IRS funding woes have resulted in racist enforcement of tax laws.
In the fall of 2019, the IRS admitted that it audits low-income people at a higher rate than affluent families because “it’s easier,” ( they don’t have the resources to contest), and it can’t aggressively go after tax-avoiding higher-income households until Congress restores funding. The agency lacks enough staff expertise to unravel complex tax schemes employed by wealthy people whose income comes from sources other than a W-2. Instead, taxpayers who claim the Earned Income Tax Credit are more likely to be audited, as ProPublica has reported. A deeper look at that data revealed that race and poverty combined are a determining factor in the likelihood of being audited. Michael Harriot wrote in The Root:
…the places with low audit rates aren’t marked by wealth. Some of the most diverse, wealthiest counties in America (Arlington, Va., and Howard County, Md., for instance) are typified by normal audit rates. It is only when you factor in poverty and race that you get the high audit rates. Nearly every place where there are pockets of Black poverty has become an IRS target for audits. In fact, when The Root did a county-by-county mapping of the non-white population, it was stunning how closely it resembles the places where the IRS audits more.
Aggressively auditing struggling working families who qualify for the EITC has a chilling effect. The CBO report released this week notes that those who are audited are “less likely to claim the EITC or file taxes for a refund in subsequent years than (are) similar taxpayers who (are) not audited.” Disincentivizing EITC claims is particularly egregious considering the IRS has simultaneously failed to penalize wealthy tax cheats.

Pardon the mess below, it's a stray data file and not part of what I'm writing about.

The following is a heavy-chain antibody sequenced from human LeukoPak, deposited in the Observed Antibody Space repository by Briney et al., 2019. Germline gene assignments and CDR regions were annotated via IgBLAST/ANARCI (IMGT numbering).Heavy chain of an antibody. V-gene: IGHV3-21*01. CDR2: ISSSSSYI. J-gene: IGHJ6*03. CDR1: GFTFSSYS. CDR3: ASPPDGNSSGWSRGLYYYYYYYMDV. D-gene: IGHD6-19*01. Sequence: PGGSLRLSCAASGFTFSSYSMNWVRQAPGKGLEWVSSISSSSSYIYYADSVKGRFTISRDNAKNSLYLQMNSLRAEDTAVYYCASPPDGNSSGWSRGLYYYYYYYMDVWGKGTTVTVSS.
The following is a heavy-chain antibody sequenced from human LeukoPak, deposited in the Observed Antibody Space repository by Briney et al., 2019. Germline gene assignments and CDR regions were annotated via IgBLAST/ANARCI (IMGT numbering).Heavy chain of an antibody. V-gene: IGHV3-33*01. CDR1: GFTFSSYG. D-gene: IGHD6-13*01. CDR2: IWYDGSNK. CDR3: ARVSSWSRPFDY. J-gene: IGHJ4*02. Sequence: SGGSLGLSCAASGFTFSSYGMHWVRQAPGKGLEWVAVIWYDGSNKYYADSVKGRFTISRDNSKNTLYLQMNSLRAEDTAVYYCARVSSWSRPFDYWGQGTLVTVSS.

The system, by design, is rigged.
Congress has long bowed to special interests who use racially divisive tactics in support of their damaging narrative about the role of government and taxes. Attacks on the IRS and tax collections have enabled deliberate erosion of the IRS’s budget and federal tax policies (such as the 2017 Tax Cuts and Jobs Act), which diminish rich people’s tax obligations and boost their after-tax income.
The nation’s lack of significant investment in all its people and transfer of wealth to the elite few mean that far too many of the rest of us, a disproportionate share of whom are Black, brown and Native, are one or two paychecks away from missing a housing payment or having money for food. The economic fallout due to COVID-19 and ongoing protests regarding police violence are further exposing harsh truths about the devastating social and economic consequences of systemic racism, including the racial wealth gap. It’s a positive step that the IRS commissioner believes the agency should address this pressing social challenge. Tax policy alone cannot fix the racial wealth gap, but it can and should be part of the solution.
Jenice R. Robinson